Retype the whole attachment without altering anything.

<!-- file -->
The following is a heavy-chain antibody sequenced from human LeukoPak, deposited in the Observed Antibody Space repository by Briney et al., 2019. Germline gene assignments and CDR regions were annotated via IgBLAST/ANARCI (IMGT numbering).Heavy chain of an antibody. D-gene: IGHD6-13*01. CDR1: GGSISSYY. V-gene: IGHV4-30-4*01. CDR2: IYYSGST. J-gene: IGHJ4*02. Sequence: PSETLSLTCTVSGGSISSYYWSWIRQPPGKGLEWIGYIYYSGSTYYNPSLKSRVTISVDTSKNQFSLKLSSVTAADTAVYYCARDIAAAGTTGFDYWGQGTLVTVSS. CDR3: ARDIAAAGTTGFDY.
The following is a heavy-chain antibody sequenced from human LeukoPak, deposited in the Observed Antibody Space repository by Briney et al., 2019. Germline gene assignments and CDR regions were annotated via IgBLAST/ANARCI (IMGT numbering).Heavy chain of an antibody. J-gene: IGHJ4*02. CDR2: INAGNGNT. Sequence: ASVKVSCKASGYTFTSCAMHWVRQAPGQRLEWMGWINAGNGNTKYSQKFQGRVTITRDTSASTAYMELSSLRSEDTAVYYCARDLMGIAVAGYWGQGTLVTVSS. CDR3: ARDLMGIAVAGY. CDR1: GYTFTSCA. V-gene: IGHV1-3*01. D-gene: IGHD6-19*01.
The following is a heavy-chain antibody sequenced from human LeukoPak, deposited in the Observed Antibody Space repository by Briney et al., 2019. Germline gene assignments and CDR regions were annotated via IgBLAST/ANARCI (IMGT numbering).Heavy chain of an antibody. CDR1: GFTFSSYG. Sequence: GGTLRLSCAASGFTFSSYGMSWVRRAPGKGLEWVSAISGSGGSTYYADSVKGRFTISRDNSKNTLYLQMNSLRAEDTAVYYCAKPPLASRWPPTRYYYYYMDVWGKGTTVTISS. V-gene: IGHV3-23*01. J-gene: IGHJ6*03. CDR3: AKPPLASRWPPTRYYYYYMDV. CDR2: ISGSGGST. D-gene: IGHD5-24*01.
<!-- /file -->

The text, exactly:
The following is a heavy-chain antibody sequenced from human LeukoPak, deposited in the Observed Antibody Space repository by Briney et al., 2019. Germline gene assignments and CDR regions were annotated via IgBLAST/ANARCI (IMGT numbering).Heavy chain of an antibody. D-gene: IGHD6-13*01. CDR1: GGSISSYY. V-gene: IGHV4-30-4*01. CDR2: IYYSGST. J-gene: IGHJ4*02. Sequence: PSETLSLTCTVSGGSISSYYWSWIRQPPGKGLEWIGYIYYSGSTYYNPSLKSRVTISVDTSKNQFSLKLSSVTAADTAVYYCARDIAAAGTTGFDYWGQGTLVTVSS. CDR3: ARDIAAAGTTGFDY.
The following is a heavy-chain antibody sequenced from human LeukoPak, deposited in the Observed Antibody Space repository by Briney et al., 2019. Germline gene assignments and CDR regions were annotated via IgBLAST/ANARCI (IMGT numbering).Heavy chain of an antibody. J-gene: IGHJ4*02. CDR2: INAGNGNT. Sequence: ASVKVSCKASGYTFTSCAMHWVRQAPGQRLEWMGWINAGNGNTKYSQKFQGRVTITRDTSASTAYMELSSLRSEDTAVYYCARDLMGIAVAGYWGQGTLVTVSS. CDR3: ARDLMGIAVAGY. CDR1: GYTFTSCA. V-gene: IGHV1-3*01. D-gene: IGHD6-19*01.
The following is a heavy-chain antibody sequenced from human LeukoPak, deposited in the Observed Antibody Space repository by Briney et al., 2019. Germline gene assignments and CDR regions were annotated via IgBLAST/ANARCI (IMGT numbering).Heavy chain of an antibody. CDR1: GFTFSSYG. Sequence: GGTLRLSCAASGFTFSSYGMSWVRRAPGKGLEWVSAISGSGGSTYYADSVKGRFTISRDNSKNTLYLQMNSLRAEDTAVYYCAKPPLASRWPPTRYYYYYMDVWGKGTTVTISS. V-gene: IGHV3-23*01. J-gene: IGHJ6*03. CDR3: AKPPLASRWPPTRYYYYYMDV. CDR2: ISGSGGST. D-gene: IGHD5-24*01.